Research examinations of changes in fetal heart rate (HR) to operationalize fetal memory suggests that human memory capacities emerge in utero. However, there is little evidence for a form of implicit memory or priming. The present aim was to determine if priming is evident in utero. Fetal HR, maternal HR and maternal respiratory rate (RR) were examined in 105 women during the third trimester of pregnancy. Women experienced two counterbalanced laboratory tasks, the Stroop task and the paced breathing task, and their cardiorespiratory activity functioned as a stimulus for fetuses. Repeated measures ANOVAs revealed maternal HR increased during the Stroop task but only when the Stroop task was presented first (89.64 bpm to 92.39 bpm) (p = 0.04). Maternal RR increased during the Stroop task, regardless of task order (17.72 bpm to 21.11 bpm; 18.50 bpm to 22.60 bpm) (p < 0.01). Fetal HR increased during the paced breathing task, but only when it followed maternal exposure to the Stroop task (141.13 bpm to 143.97 bpm) (p < 0.01). Fetuses registered maternal HR and RR reactivity to the Stroop task, which influenced their response during maternal engagement with a related task, suggesting priming. Further study of fetal memory may suggest another pathway by which prenatal exposures impact future development.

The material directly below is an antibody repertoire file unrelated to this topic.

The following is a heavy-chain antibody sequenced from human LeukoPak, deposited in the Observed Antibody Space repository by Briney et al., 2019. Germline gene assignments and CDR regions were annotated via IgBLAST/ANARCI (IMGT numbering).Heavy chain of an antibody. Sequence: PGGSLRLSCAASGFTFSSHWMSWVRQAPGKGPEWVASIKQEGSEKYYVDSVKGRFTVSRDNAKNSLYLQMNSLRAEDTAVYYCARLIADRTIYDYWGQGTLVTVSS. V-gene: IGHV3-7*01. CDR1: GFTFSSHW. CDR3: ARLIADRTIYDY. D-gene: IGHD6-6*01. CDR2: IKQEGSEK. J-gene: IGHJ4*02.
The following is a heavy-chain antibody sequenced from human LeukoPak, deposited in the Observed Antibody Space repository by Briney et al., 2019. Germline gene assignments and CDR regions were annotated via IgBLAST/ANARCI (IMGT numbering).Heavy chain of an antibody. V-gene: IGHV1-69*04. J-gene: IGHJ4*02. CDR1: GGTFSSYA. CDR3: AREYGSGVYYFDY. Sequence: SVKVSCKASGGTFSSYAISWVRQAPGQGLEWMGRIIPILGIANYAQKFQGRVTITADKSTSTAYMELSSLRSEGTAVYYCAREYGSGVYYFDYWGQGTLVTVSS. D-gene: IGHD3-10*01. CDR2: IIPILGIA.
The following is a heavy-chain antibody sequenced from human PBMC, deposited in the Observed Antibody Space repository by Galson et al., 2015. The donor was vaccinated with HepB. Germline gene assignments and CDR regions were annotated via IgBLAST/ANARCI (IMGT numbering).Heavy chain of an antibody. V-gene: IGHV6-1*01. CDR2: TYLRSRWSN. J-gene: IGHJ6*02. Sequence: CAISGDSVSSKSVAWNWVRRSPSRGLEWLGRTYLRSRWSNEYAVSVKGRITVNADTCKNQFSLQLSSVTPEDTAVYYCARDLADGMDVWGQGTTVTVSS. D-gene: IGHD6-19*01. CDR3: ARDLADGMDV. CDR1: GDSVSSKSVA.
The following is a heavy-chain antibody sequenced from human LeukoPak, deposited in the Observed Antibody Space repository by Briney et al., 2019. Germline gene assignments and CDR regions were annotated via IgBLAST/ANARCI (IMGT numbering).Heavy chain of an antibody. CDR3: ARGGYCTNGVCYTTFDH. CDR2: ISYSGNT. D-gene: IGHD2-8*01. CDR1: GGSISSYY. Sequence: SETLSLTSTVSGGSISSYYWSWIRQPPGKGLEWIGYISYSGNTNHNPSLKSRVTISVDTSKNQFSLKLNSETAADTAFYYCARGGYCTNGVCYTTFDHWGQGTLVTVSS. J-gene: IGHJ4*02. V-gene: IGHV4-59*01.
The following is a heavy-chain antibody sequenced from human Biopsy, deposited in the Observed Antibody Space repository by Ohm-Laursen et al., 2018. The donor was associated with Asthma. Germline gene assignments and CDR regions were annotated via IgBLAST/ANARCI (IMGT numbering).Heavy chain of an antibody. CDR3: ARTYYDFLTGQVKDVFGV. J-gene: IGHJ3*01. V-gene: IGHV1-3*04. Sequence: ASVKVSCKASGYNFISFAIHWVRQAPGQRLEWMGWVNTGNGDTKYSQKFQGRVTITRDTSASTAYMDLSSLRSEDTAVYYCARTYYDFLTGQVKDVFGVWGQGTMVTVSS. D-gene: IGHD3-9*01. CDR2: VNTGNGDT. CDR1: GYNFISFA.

- fetal development
ASJC Scopus subject areas
- Pediatrics, Perinatology, and Child Health